Love Thy Neighbor as Thyself
Fr. Scott A. Haynes
Thou shalt love the Lord thy God with thy whole heart, and with thy whole soul,
and with thy whole mind. This is the greatest and the first commandment.
And the second is like to this: Thou shalt love thy neighbor as thyself.
If you have read the lives of the saints, you will notice a common theme. Oftentimes they meet some stranger, a mysterious person who is usually poor and in need, and in this meeting, they somehow encounter Jesus Christ and because of this, they are moved to sell off all their worldly possessions and follow Christ in a radical way.
Just as in folk tales, where the story begins, “Once upon a time…,” so nearly half of the biographies of saints typically begin with, “He first sold his estates and gave everything to the poor.” For an example, examine the conversion story of St. Martin of Tours. He started out his adult life as an imperial soldier of the Roman Empire. In 334 AD he crossed paths with a naked beggar, who was standing in the middle of the street, shivering and freezing cold.
Martin had a compassionate heart, so he took his cloak, cut it in half with his sword, and gave the man half of his cloak, keeping half for himself. This showed his charity and his prudence. Later, in a dream, Martin saw Christ wearing his half cloak and telling the angels that it was Martin who gave it to him. And with that awesome dream, Martin’s heart was set ablaze with love for Christ and for the poor.
There were many other saints who loved their neighbor as themselves. Dorothy Day, a friend of Mother Theresa, once wrote:
“In all bad times of luxury and corruption in the Church, there was always a St. Francis, a St. Anthony, a St. Benedict, a St. Vincent de Paul, a St. Theresa or a Therese on the scene.”
If we consider St. Theresa of Calcutta, we know that Our Blessed Savior gave Mother Theresa a mission of charity to serve the poorest of the poor. Mother Theresa has often been compared to St. Francis, but she is more like a St. Lawrence. Remember St. Lawrence? He was roasted alive in 258 A.D. for his impertinence before the Roman Emperor. After killing the Pope and the other Deacons of Rome the Emperor of Rome commanded the last Deacon of Rome, St. Lawrence to turn over the vast treasury, retinue and wealth of the Church. He came back three days later with the poorest of the poor and told the Emperor,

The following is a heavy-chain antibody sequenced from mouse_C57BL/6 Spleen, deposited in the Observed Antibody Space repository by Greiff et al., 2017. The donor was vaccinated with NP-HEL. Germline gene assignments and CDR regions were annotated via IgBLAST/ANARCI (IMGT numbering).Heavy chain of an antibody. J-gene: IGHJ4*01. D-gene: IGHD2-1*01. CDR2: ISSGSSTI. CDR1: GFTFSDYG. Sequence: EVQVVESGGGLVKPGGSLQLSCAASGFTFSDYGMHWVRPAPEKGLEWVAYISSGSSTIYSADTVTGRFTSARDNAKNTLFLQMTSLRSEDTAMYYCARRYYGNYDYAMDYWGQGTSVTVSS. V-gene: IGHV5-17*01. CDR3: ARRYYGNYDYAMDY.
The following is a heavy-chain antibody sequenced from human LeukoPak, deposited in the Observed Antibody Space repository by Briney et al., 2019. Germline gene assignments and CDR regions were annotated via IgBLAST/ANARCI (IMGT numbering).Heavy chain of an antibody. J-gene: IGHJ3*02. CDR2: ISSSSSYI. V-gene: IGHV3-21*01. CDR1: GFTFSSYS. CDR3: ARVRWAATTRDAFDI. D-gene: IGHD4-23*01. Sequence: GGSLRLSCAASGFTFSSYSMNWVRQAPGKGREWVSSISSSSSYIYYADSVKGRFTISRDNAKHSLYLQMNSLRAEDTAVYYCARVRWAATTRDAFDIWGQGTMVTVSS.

“These are the treasure of the Church.”
Mother Theresa desired that we could see in the poor the richness of Christ. When visitors would come to Calcutta she would take them to the sick and the dying and say,
“Behold Jesus in his distressing disguise.”
Mother Theresa’s devotion to the poor was greatly fostered by her devotion to her patron, St. Therese the Little Flower. We know St. Therese had deep devotion to the Holy Face of Jesus – that image of Jesus, crowned with thorns, bruised and battered. When Mother Theresa saw the face of a poor dying person in the street, she tried to see the Holy Face of Christ. And in this way, she would love her neighbor as herself. Centuries before the great doctor of the Church, St. John Chrysostom put it this way:
“Do you wish to honor the body of Christ? Do not ignore Him when He is naked. Do not pay Him homage in the temple clad in silk only then to neglect Him outside where He suffers cold and nakedness. He who said: ‘This is My Body’ is the same One who said… ‘Whatever you did to the least of My brothers you did also to Me.’”
Mother Theresa knew this same wisdom. She once said,
“In Holy Communion we have [the true presence of] Christ under the appearance of bread; in our work we find Him under the appearance of flesh and blood.”
Thus, in the greatest commandment, Christ commands:
‘You shall love the Lord your God with your whole heart, and with your whole soul, and with your whole mind.’ This is the greatest and first commandment. And the second is like it, ‘You shall love your neighbor as yourself.’